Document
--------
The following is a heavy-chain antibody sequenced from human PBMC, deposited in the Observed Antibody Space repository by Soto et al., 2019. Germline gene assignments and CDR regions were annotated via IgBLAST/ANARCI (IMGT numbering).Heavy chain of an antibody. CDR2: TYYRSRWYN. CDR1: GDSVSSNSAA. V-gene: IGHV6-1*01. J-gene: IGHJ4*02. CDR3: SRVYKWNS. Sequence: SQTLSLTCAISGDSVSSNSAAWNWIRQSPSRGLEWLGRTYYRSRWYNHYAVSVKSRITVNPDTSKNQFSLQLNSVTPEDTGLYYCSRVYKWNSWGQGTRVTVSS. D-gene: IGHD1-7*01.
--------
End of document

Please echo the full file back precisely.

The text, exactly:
The following is a heavy-chain antibody sequenced from human PBMC, deposited in the Observed Antibody Space repository by Soto et al., 2019. Germline gene assignments and CDR regions were annotated via IgBLAST/ANARCI (IMGT numbering).Heavy chain of an antibody. CDR2: TYYRSRWYN. CDR1: GDSVSSNSAA. V-gene: IGHV6-1*01. J-gene: IGHJ4*02. CDR3: SRVYKWNS. Sequence: SQTLSLTCAISGDSVSSNSAAWNWIRQSPSRGLEWLGRTYYRSRWYNHYAVSVKSRITVNPDTSKNQFSLQLNSVTPEDTGLYYCSRVYKWNSWGQGTRVTVSS. D-gene: IGHD1-7*01.